Fortnite creator Epic Games has received a massive fine from the Federal Trade Commission in the US following complaints regarding its payment methods and privacy breaches. The financial penalty amounts to $AU776 million, and is the largest fine ever imposed for breaking an FTC rule. Furthermore, the company has been ordered to issue refunds to parents whose children unwittingly made microtransaction payments or who were charged in-game currency for unwanted items over various periods throughout the last 6 years.
The fines come in two parts. The first is monetary penalty for violating the COPPA Rule, a series of guidelines surrounding how personal data can be collected from minors. The other half of the penalties constitute the refunds to customers for Epic Games’ “dark patterns and billing practices” regarding Fortnite microtransactions and cosmetics. These include confusing UI to trick players into making unintended purchases and charging players without authorisation, such as by allowing minors to making in-game purchases on their parents’ credit cards without their knowledge.
“As our complaints note, Epic used privacy-invasive default settings and deceptive interfaces that tricked Fortnite users, including teenagers and children,” said FTC Chair Lina M. Khan. “Protecting the public, and especially children, from online privacy invasions and dark patterns is a top priority for the Commission, and these enforcement actions make clear to businesses that the FTC is cracking down on these unlawful practices.”
In addition to these penalties, Epic Games is required to undertake several changes in its business practices to prevent future violations. Epic Games will no longer be allowed to block users’ accounts for disputing unintended charges. The company will also be required to turn voice and text communications off by default for children and teens.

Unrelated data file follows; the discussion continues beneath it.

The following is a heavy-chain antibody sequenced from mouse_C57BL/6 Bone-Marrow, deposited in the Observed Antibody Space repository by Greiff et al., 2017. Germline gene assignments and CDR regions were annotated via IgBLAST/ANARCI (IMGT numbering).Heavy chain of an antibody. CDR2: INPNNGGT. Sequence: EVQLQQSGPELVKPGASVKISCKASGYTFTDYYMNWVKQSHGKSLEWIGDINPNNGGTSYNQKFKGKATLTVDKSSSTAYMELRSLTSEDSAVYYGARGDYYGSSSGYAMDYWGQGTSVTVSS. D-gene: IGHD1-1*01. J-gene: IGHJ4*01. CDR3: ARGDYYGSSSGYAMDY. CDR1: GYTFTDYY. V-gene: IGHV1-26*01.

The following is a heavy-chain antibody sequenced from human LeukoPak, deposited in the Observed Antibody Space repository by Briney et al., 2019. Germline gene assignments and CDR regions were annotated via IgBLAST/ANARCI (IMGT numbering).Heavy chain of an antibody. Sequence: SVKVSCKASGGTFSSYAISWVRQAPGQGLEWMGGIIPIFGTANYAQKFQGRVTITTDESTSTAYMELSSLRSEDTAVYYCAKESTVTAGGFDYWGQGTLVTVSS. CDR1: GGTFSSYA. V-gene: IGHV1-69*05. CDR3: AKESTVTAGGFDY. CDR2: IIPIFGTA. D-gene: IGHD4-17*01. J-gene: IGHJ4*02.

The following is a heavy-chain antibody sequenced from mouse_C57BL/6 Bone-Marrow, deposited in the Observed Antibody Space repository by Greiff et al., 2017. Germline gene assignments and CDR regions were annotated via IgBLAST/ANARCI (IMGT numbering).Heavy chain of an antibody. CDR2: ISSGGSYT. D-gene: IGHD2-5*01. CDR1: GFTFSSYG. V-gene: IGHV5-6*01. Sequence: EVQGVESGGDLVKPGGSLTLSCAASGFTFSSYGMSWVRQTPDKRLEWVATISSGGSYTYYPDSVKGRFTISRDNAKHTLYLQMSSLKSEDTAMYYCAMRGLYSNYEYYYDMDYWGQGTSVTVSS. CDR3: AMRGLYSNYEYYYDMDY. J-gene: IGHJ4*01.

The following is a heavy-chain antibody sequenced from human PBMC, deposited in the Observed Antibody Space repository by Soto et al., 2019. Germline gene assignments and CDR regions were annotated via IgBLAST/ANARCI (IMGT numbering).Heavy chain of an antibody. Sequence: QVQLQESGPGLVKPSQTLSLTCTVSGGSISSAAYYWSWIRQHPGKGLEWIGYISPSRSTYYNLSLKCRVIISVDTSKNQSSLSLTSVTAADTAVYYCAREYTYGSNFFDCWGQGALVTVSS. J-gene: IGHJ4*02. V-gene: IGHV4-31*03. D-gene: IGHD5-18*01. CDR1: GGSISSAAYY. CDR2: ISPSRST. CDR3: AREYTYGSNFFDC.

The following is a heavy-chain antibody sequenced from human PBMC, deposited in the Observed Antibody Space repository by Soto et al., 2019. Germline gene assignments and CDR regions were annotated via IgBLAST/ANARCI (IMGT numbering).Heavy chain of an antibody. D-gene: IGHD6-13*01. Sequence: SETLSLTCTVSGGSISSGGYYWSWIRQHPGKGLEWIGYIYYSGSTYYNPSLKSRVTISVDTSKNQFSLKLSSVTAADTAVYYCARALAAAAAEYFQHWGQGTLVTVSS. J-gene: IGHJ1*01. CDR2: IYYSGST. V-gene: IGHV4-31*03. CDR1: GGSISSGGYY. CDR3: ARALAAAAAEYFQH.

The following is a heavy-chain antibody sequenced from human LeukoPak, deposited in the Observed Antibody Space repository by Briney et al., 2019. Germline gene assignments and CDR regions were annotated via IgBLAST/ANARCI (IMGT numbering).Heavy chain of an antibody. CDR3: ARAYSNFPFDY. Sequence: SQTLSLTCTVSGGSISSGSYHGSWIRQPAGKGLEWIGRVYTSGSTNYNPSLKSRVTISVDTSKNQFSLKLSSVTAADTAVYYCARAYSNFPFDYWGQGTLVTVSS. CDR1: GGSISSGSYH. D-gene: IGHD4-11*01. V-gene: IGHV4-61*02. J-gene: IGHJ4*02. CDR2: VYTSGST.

Fortnite continues to be a profit and cultural juggernaut years after release, and Epic Games’ influence with its massively successful free-to-play battle royale has enabled quite a lot of damage to many consumers with its business practices. Hopefully this landmark ruling and fine will result in further changes to how Epic Games and other gaming companies like it market to young gamers and protect their players from unintended purchases.
UPDATE: Epic Games have provided a statement of their own, which can be read in full here, saying:
“No developer creates a game with the intention of ending up here. The video game industry is a place of fast-moving innovation, where player expectations are high and new ideas are paramount. Statutes written decades ago don’t specify how gaming ecosystems should operate. The laws have not changed, but their application has evolved and long-standing industry practices are no longer enough. We accepted this agreement because we want Epic to be at the forefront of consumer protection and provide the best experience for our players.”
“Over the past few years, we’ve been making changes to ensure our ecosystem meets the expectations of our players and regulators, which we hope will be a helpful guide for others in our industry.”